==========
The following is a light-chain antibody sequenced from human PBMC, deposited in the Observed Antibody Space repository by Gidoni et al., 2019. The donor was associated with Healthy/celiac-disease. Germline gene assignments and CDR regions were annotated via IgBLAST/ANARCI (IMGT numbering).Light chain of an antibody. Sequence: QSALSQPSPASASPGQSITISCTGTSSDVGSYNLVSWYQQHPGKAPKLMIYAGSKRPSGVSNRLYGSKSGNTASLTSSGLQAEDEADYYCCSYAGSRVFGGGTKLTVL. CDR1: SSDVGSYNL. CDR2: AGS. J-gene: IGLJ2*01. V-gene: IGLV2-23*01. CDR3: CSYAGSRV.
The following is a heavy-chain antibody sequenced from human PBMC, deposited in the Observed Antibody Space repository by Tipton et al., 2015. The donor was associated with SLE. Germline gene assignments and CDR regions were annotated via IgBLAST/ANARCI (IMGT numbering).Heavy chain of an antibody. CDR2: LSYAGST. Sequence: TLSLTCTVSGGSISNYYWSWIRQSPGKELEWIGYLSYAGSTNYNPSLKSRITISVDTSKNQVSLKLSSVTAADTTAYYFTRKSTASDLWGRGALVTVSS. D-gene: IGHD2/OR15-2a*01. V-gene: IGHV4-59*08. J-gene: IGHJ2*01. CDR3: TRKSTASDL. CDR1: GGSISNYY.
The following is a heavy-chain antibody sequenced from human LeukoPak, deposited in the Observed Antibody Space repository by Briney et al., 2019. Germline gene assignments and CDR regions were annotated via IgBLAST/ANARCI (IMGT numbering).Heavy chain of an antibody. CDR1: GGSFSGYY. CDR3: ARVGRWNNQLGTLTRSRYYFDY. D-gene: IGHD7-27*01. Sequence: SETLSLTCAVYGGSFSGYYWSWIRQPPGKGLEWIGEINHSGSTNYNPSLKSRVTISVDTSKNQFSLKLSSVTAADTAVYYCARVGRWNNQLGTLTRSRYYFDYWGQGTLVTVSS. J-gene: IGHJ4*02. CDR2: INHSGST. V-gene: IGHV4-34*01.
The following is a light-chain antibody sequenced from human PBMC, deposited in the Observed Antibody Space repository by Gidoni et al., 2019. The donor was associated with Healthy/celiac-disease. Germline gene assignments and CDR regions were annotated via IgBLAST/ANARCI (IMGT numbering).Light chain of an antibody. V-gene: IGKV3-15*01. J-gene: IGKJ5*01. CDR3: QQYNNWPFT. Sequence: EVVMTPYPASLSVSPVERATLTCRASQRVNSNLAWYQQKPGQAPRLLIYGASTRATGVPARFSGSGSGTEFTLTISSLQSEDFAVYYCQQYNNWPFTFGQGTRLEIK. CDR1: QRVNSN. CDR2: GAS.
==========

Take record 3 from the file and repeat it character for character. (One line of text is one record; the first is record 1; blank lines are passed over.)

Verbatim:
The following is a heavy-chain antibody sequenced from human LeukoPak, deposited in the Observed Antibody Space repository by Briney et al., 2019. Germline gene assignments and CDR regions were annotated via IgBLAST/ANARCI (IMGT numbering).Heavy chain of an antibody. CDR1: GGSFSGYY. CDR3: ARVGRWNNQLGTLTRSRYYFDY. D-gene: IGHD7-27*01. Sequence: SETLSLTCAVYGGSFSGYYWSWIRQPPGKGLEWIGEINHSGSTNYNPSLKSRVTISVDTSKNQFSLKLSSVTAADTAVYYCARVGRWNNQLGTLTRSRYYFDYWGQGTLVTVSS. J-gene: IGHJ4*02. CDR2: INHSGST. V-gene: IGHV4-34*01.